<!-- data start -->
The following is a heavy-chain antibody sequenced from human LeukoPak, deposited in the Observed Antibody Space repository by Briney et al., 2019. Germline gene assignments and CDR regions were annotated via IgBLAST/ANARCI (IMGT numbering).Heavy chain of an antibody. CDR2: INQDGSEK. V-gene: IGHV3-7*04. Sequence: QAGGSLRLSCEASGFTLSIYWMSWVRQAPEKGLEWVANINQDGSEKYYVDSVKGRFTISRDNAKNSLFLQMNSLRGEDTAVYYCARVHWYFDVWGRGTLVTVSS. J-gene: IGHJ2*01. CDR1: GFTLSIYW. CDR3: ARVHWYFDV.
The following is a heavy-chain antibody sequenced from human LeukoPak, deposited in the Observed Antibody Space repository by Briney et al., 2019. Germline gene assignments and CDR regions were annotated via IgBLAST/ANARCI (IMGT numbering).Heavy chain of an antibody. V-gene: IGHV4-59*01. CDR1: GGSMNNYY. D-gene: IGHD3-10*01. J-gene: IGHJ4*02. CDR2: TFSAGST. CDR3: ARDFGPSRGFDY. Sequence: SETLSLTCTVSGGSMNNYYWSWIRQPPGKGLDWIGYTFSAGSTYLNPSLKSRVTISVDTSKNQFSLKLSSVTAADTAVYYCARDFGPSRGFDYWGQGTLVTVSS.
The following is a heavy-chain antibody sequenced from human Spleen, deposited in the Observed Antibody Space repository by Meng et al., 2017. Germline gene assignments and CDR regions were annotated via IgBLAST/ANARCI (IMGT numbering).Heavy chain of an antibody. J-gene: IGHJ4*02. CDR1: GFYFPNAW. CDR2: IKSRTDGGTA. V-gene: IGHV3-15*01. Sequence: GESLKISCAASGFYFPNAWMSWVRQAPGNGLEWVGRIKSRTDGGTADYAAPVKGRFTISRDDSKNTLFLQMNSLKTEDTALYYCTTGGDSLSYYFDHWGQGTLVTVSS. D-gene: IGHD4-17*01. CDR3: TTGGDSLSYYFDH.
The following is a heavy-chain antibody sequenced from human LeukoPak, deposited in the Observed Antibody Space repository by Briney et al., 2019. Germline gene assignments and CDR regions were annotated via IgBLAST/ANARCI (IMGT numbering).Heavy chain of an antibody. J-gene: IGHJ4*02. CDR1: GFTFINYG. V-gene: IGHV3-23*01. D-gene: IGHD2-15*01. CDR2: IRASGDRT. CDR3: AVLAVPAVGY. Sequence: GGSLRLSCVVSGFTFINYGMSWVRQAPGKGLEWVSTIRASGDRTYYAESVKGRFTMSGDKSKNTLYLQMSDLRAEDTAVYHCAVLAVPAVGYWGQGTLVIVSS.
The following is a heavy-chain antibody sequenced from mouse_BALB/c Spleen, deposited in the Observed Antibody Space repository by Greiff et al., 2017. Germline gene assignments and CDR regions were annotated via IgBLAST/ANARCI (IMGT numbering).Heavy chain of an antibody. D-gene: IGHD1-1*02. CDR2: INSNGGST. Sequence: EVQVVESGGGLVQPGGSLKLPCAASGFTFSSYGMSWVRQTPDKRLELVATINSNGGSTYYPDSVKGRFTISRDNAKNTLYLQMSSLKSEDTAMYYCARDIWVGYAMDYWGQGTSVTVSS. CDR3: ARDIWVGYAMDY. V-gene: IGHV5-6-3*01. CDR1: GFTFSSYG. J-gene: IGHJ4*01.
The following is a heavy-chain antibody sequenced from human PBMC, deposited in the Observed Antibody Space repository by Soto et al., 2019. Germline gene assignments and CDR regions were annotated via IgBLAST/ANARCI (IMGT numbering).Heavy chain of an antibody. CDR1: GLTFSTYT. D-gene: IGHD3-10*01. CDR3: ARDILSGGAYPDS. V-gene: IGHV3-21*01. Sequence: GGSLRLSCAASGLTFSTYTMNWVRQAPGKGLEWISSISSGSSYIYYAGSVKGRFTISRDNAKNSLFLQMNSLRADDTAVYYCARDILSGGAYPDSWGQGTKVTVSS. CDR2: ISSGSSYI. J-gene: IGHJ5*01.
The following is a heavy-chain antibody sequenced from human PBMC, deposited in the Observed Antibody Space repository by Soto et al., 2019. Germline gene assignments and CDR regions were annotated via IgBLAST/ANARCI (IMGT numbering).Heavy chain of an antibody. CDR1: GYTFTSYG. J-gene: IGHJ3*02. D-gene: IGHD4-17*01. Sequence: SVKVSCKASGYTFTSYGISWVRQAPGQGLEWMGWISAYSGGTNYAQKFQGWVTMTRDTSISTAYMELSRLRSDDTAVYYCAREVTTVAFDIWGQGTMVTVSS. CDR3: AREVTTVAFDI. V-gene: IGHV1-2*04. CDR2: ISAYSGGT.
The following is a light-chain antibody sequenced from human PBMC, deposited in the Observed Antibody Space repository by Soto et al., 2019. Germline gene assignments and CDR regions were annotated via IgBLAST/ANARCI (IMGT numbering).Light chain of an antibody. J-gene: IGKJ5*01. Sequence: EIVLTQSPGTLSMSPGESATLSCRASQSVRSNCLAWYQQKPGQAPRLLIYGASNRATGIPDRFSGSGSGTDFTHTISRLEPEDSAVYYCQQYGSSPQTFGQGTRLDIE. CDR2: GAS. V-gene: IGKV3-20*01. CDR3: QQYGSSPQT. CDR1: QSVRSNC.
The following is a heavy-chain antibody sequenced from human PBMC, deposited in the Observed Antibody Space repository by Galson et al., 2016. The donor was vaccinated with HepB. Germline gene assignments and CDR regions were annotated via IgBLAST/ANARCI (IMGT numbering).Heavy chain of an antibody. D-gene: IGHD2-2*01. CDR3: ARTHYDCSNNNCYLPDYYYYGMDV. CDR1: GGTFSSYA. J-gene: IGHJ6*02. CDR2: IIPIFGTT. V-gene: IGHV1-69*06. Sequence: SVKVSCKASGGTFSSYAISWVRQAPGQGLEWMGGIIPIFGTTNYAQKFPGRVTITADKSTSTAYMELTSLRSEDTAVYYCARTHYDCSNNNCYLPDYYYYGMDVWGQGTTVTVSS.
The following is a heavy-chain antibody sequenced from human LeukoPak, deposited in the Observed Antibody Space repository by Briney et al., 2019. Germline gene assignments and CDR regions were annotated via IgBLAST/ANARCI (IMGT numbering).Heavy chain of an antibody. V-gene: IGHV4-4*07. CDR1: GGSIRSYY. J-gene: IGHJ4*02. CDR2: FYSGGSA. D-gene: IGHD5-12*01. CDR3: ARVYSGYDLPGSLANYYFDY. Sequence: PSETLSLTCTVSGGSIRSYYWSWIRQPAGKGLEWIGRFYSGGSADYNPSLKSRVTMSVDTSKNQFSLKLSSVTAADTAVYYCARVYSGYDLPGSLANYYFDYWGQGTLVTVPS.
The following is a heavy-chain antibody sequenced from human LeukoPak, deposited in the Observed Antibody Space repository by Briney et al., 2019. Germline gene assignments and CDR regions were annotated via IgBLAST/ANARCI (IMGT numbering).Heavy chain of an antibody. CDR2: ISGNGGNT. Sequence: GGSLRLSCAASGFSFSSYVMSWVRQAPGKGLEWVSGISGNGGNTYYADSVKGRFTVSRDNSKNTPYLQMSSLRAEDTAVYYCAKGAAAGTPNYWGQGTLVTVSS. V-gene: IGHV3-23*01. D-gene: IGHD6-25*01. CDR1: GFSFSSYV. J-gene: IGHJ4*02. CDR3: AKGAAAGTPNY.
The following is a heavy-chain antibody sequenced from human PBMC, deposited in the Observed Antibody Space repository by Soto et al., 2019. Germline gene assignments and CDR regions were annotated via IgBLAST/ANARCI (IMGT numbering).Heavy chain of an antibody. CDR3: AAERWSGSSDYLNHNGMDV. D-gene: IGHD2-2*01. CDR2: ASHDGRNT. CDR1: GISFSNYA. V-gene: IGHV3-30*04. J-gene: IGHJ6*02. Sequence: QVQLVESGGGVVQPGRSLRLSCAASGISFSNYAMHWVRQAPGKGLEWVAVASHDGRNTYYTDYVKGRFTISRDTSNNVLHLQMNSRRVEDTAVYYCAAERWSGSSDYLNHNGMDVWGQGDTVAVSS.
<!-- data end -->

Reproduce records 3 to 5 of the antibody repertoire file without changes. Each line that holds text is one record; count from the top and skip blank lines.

The following is a heavy-chain antibody sequenced from human Spleen, deposited in the Observed Antibody Space repository by Meng et al., 2017. Germline gene assignments and CDR regions were annotated via IgBLAST/ANARCI (IMGT numbering).Heavy chain of an antibody. J-gene: IGHJ4*02. CDR1: GFYFPNAW. CDR2: IKSRTDGGTA. V-gene: IGHV3-15*01. Sequence: GESLKISCAASGFYFPNAWMSWVRQAPGNGLEWVGRIKSRTDGGTADYAAPVKGRFTISRDDSKNTLFLQMNSLKTEDTALYYCTTGGDSLSYYFDHWGQGTLVTVSS. D-gene: IGHD4-17*01. CDR3: TTGGDSLSYYFDH.
The following is a heavy-chain antibody sequenced from human LeukoPak, deposited in the Observed Antibody Space repository by Briney et al., 2019. Germline gene assignments and CDR regions were annotated via IgBLAST/ANARCI (IMGT numbering).Heavy chain of an antibody. J-gene: IGHJ4*02. CDR1: GFTFINYG. V-gene: IGHV3-23*01. D-gene: IGHD2-15*01. CDR2: IRASGDRT. CDR3: AVLAVPAVGY. Sequence: GGSLRLSCVVSGFTFINYGMSWVRQAPGKGLEWVSTIRASGDRTYYAESVKGRFTMSGDKSKNTLYLQMSDLRAEDTAVYHCAVLAVPAVGYWGQGTLVIVSS.
The following is a heavy-chain antibody sequenced from mouse_BALB/c Spleen, deposited in the Observed Antibody Space repository by Greiff et al., 2017. Germline gene assignments and CDR regions were annotated via IgBLAST/ANARCI (IMGT numbering).Heavy chain of an antibody. D-gene: IGHD1-1*02. CDR2: INSNGGST. Sequence: EVQVVESGGGLVQPGGSLKLPCAASGFTFSSYGMSWVRQTPDKRLELVATINSNGGSTYYPDSVKGRFTISRDNAKNTLYLQMSSLKSEDTAMYYCARDIWVGYAMDYWGQGTSVTVSS. CDR3: ARDIWVGYAMDY. V-gene: IGHV5-6-3*01. CDR1: GFTFSSYG. J-gene: IGHJ4*01.